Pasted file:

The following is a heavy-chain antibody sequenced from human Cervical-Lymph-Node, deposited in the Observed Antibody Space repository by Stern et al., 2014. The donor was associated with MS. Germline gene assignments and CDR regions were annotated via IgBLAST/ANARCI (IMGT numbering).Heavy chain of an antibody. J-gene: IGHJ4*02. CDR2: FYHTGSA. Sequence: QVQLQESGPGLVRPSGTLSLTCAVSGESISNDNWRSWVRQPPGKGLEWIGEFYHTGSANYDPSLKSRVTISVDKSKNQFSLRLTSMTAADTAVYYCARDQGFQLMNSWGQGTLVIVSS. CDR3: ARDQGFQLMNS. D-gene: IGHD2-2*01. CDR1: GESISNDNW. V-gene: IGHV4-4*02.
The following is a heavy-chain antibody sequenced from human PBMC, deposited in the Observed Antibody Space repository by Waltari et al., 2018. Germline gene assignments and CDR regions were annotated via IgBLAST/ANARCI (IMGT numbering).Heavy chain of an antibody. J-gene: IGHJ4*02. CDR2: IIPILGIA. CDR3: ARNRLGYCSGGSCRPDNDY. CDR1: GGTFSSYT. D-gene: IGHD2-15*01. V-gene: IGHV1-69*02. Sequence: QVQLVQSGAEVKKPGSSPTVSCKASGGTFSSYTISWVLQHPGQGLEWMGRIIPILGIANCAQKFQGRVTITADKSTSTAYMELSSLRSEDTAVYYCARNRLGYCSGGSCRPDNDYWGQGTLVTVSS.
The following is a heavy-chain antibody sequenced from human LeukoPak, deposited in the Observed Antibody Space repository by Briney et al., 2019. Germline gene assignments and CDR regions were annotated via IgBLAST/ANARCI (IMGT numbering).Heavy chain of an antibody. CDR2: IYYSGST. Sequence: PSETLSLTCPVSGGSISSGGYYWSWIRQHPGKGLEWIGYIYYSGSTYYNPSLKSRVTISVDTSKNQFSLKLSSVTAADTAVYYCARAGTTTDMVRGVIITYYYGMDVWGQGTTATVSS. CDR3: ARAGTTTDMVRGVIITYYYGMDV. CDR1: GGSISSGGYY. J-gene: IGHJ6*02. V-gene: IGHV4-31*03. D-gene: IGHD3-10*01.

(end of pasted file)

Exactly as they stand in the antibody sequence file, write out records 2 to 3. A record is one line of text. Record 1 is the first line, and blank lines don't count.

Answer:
The following is a heavy-chain antibody sequenced from human PBMC, deposited in the Observed Antibody Space repository by Waltari et al., 2018. Germline gene assignments and CDR regions were annotated via IgBLAST/ANARCI (IMGT numbering).Heavy chain of an antibody. J-gene: IGHJ4*02. CDR2: IIPILGIA. CDR3: ARNRLGYCSGGSCRPDNDY. CDR1: GGTFSSYT. D-gene: IGHD2-15*01. V-gene: IGHV1-69*02. Sequence: QVQLVQSGAEVKKPGSSPTVSCKASGGTFSSYTISWVLQHPGQGLEWMGRIIPILGIANCAQKFQGRVTITADKSTSTAYMELSSLRSEDTAVYYCARNRLGYCSGGSCRPDNDYWGQGTLVTVSS.
The following is a heavy-chain antibody sequenced from human LeukoPak, deposited in the Observed Antibody Space repository by Briney et al., 2019. Germline gene assignments and CDR regions were annotated via IgBLAST/ANARCI (IMGT numbering).Heavy chain of an antibody. CDR2: IYYSGST. Sequence: PSETLSLTCPVSGGSISSGGYYWSWIRQHPGKGLEWIGYIYYSGSTYYNPSLKSRVTISVDTSKNQFSLKLSSVTAADTAVYYCARAGTTTDMVRGVIITYYYGMDVWGQGTTATVSS. CDR3: ARAGTTTDMVRGVIITYYYGMDV. CDR1: GGSISSGGYY. J-gene: IGHJ6*02. V-gene: IGHV4-31*03. D-gene: IGHD3-10*01.